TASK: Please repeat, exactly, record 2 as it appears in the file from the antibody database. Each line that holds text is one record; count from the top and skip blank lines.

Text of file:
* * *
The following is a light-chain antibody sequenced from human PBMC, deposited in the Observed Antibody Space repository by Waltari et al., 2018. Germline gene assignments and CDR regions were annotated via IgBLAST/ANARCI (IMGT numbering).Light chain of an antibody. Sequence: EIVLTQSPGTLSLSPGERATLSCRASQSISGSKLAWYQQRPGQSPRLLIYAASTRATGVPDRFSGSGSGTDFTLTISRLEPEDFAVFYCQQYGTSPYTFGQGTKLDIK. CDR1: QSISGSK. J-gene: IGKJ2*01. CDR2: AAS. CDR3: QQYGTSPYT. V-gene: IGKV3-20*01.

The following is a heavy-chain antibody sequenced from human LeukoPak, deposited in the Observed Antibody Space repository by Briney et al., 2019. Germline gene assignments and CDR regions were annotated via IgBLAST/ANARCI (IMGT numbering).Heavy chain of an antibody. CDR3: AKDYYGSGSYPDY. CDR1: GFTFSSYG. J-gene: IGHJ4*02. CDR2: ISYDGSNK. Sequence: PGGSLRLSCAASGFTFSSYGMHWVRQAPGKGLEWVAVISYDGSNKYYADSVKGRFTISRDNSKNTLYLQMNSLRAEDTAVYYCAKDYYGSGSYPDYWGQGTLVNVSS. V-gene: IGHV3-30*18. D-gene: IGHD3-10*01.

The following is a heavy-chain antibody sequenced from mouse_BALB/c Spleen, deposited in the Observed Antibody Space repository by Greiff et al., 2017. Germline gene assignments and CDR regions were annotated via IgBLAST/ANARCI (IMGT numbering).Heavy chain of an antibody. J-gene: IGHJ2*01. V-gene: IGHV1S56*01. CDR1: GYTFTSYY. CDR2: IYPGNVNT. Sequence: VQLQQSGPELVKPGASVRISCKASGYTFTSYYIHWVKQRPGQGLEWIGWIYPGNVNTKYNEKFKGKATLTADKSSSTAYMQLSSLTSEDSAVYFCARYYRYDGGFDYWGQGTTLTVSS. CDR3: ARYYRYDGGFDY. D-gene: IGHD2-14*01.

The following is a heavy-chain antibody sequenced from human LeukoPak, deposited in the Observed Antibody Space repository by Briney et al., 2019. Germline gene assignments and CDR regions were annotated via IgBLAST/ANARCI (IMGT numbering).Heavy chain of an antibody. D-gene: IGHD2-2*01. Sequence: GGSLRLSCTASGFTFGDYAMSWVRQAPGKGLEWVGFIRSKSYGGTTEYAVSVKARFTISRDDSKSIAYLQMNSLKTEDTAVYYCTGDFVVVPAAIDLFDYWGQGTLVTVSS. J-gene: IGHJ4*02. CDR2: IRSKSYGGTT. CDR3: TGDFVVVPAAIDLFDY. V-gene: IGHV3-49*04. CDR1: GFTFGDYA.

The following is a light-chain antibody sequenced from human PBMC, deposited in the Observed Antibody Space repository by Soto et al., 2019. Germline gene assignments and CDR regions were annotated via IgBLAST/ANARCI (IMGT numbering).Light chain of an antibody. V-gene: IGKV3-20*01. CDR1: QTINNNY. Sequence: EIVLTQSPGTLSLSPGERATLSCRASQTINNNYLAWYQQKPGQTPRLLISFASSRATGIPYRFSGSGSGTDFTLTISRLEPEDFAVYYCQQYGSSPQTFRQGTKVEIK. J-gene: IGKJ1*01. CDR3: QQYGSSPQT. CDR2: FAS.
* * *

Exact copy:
The following is a heavy-chain antibody sequenced from human LeukoPak, deposited in the Observed Antibody Space repository by Briney et al., 2019. Germline gene assignments and CDR regions were annotated via IgBLAST/ANARCI (IMGT numbering).Heavy chain of an antibody. CDR3: AKDYYGSGSYPDY. CDR1: GFTFSSYG. J-gene: IGHJ4*02. CDR2: ISYDGSNK. Sequence: PGGSLRLSCAASGFTFSSYGMHWVRQAPGKGLEWVAVISYDGSNKYYADSVKGRFTISRDNSKNTLYLQMNSLRAEDTAVYYCAKDYYGSGSYPDYWGQGTLVNVSS. V-gene: IGHV3-30*18. D-gene: IGHD3-10*01.